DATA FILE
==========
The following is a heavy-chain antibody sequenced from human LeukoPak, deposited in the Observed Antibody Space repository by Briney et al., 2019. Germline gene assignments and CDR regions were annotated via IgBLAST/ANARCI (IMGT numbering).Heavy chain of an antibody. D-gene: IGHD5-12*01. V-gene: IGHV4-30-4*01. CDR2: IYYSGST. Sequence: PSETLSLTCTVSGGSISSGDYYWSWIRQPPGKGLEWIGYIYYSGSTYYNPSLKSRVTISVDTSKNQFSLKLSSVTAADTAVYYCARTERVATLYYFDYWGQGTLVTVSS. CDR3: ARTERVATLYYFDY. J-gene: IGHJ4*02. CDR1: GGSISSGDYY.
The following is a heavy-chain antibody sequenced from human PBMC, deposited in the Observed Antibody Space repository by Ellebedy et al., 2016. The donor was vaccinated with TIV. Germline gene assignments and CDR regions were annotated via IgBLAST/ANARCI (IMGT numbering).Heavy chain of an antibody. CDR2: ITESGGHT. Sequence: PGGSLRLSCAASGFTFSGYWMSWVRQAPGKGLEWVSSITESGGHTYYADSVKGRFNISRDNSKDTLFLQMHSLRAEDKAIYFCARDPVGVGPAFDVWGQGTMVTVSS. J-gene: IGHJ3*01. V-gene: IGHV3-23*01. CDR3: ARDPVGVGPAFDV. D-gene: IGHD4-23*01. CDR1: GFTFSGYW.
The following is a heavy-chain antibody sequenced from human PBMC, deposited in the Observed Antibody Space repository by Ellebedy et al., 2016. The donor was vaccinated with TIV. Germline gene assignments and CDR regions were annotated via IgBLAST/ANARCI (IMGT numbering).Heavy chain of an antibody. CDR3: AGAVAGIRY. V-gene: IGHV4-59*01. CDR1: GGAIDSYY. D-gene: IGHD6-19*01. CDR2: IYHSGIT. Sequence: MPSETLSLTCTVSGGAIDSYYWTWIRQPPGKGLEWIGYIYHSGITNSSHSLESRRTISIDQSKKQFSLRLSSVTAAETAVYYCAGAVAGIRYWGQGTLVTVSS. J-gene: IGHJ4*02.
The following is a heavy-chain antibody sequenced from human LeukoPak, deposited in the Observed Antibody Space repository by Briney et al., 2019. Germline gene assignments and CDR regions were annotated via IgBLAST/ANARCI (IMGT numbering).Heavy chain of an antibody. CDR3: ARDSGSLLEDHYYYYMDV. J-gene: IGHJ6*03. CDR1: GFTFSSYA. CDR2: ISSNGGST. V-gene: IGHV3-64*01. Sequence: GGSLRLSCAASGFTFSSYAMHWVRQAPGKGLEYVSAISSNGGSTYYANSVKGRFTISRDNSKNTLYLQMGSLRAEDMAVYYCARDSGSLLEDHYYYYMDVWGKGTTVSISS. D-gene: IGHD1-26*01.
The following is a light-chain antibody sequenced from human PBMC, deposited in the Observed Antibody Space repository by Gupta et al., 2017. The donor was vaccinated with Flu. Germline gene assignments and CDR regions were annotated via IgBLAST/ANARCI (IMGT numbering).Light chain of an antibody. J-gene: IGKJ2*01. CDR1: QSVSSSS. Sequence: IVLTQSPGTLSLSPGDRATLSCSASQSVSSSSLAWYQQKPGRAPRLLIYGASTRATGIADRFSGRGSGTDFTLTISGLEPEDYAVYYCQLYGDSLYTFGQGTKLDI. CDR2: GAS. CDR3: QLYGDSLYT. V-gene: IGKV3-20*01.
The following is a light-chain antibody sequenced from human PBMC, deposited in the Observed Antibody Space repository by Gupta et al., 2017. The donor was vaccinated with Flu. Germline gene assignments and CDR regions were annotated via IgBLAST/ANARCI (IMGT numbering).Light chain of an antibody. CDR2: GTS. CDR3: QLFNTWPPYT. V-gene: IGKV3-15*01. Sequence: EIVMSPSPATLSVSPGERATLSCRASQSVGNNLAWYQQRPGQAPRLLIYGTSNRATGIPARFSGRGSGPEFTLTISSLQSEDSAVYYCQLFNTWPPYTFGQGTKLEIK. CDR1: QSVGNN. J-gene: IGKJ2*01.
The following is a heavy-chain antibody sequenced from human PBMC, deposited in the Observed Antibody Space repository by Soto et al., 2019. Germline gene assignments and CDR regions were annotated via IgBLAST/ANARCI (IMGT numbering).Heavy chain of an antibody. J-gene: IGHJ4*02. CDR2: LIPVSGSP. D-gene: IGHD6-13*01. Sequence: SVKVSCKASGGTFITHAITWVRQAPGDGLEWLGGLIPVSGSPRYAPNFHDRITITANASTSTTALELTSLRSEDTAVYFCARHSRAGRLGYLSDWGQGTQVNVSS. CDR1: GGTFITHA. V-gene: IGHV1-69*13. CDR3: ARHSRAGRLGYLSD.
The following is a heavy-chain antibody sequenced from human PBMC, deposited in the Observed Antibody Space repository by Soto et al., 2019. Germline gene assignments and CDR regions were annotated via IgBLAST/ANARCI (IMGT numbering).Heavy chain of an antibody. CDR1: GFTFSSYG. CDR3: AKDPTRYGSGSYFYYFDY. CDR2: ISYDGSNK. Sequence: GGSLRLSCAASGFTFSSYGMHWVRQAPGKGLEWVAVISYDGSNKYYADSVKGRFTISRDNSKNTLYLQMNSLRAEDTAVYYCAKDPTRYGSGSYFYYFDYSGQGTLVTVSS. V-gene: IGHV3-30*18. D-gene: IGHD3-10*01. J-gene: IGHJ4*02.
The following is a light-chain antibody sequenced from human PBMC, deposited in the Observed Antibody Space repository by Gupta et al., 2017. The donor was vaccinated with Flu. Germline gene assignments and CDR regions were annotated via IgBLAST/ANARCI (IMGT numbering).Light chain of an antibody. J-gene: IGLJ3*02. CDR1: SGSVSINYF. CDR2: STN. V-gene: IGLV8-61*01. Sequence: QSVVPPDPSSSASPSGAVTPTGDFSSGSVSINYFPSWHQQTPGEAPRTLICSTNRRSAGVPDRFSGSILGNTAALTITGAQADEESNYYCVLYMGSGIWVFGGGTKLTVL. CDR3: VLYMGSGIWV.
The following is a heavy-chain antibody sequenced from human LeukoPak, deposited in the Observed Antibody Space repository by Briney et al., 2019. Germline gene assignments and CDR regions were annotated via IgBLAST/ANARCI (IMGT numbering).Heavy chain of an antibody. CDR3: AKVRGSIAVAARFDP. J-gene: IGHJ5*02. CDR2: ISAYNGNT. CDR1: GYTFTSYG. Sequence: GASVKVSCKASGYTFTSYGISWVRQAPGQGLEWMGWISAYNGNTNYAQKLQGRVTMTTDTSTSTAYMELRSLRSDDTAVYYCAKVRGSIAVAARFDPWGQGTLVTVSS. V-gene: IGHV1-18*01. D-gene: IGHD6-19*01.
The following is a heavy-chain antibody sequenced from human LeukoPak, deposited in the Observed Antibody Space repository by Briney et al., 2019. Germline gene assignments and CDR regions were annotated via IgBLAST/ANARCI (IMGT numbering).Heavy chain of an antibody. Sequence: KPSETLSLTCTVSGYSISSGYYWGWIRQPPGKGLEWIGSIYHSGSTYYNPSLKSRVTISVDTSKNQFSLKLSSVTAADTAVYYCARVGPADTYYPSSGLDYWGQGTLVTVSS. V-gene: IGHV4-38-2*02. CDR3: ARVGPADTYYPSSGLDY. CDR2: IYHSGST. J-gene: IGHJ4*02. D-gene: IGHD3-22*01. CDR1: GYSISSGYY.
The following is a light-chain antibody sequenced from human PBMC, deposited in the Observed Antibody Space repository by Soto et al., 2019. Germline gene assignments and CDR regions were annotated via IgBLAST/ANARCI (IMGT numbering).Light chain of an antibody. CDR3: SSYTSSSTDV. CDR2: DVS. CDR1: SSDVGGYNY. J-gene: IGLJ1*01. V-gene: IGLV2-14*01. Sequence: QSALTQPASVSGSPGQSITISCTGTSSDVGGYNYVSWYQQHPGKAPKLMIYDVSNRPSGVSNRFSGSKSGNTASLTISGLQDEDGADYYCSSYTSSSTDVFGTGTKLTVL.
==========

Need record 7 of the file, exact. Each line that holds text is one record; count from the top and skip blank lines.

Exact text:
The following is a heavy-chain antibody sequenced from human PBMC, deposited in the Observed Antibody Space repository by Soto et al., 2019. Germline gene assignments and CDR regions were annotated via IgBLAST/ANARCI (IMGT numbering).Heavy chain of an antibody. J-gene: IGHJ4*02. CDR2: LIPVSGSP. D-gene: IGHD6-13*01. Sequence: SVKVSCKASGGTFITHAITWVRQAPGDGLEWLGGLIPVSGSPRYAPNFHDRITITANASTSTTALELTSLRSEDTAVYFCARHSRAGRLGYLSDWGQGTQVNVSS. CDR1: GGTFITHA. V-gene: IGHV1-69*13. CDR3: ARHSRAGRLGYLSD.